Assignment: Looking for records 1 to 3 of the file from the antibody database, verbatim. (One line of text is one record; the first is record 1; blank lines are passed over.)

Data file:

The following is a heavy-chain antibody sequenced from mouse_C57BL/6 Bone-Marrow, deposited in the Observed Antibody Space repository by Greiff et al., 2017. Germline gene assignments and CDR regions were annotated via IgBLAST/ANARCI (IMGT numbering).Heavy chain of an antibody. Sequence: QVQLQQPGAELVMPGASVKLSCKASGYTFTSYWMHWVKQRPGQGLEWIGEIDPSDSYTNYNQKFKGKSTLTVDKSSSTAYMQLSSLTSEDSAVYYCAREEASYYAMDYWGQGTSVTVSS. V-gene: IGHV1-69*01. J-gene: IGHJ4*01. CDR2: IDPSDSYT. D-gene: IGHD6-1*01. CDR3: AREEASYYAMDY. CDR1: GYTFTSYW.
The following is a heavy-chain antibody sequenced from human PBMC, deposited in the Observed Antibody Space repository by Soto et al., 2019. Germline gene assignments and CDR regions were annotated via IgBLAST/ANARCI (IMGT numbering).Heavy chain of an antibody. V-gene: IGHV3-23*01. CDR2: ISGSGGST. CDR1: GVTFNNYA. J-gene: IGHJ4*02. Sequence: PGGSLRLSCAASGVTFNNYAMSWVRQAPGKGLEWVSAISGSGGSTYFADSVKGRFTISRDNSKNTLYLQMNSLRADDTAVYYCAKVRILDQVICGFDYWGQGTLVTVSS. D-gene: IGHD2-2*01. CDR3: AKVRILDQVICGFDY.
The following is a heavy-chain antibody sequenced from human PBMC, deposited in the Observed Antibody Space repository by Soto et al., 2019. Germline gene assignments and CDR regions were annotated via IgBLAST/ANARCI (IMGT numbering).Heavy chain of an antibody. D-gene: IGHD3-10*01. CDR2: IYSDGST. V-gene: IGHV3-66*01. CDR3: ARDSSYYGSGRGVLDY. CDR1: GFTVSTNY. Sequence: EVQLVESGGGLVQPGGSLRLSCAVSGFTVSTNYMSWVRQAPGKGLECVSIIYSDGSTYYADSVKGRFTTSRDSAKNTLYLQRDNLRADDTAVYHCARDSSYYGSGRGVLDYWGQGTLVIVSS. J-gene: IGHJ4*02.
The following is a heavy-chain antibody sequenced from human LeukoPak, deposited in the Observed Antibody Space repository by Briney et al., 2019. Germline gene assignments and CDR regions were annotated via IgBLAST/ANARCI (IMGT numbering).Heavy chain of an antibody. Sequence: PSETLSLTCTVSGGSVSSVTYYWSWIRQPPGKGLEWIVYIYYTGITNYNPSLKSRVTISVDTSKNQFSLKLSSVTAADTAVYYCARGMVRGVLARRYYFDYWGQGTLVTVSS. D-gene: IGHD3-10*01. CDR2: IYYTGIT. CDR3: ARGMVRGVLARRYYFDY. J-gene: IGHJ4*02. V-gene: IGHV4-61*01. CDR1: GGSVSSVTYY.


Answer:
The following is a heavy-chain antibody sequenced from mouse_C57BL/6 Bone-Marrow, deposited in the Observed Antibody Space repository by Greiff et al., 2017. Germline gene assignments and CDR regions were annotated via IgBLAST/ANARCI (IMGT numbering).Heavy chain of an antibody. Sequence: QVQLQQPGAELVMPGASVKLSCKASGYTFTSYWMHWVKQRPGQGLEWIGEIDPSDSYTNYNQKFKGKSTLTVDKSSSTAYMQLSSLTSEDSAVYYCAREEASYYAMDYWGQGTSVTVSS. V-gene: IGHV1-69*01. J-gene: IGHJ4*01. CDR2: IDPSDSYT. D-gene: IGHD6-1*01. CDR3: AREEASYYAMDY. CDR1: GYTFTSYW.
The following is a heavy-chain antibody sequenced from human PBMC, deposited in the Observed Antibody Space repository by Soto et al., 2019. Germline gene assignments and CDR regions were annotated via IgBLAST/ANARCI (IMGT numbering).Heavy chain of an antibody. V-gene: IGHV3-23*01. CDR2: ISGSGGST. CDR1: GVTFNNYA. J-gene: IGHJ4*02. Sequence: PGGSLRLSCAASGVTFNNYAMSWVRQAPGKGLEWVSAISGSGGSTYFADSVKGRFTISRDNSKNTLYLQMNSLRADDTAVYYCAKVRILDQVICGFDYWGQGTLVTVSS. D-gene: IGHD2-2*01. CDR3: AKVRILDQVICGFDY.
The following is a heavy-chain antibody sequenced from human PBMC, deposited in the Observed Antibody Space repository by Soto et al., 2019. Germline gene assignments and CDR regions were annotated via IgBLAST/ANARCI (IMGT numbering).Heavy chain of an antibody. D-gene: IGHD3-10*01. CDR2: IYSDGST. V-gene: IGHV3-66*01. CDR3: ARDSSYYGSGRGVLDY. CDR1: GFTVSTNY. Sequence: EVQLVESGGGLVQPGGSLRLSCAVSGFTVSTNYMSWVRQAPGKGLECVSIIYSDGSTYYADSVKGRFTTSRDSAKNTLYLQRDNLRADDTAVYHCARDSSYYGSGRGVLDYWGQGTLVIVSS. J-gene: IGHJ4*02.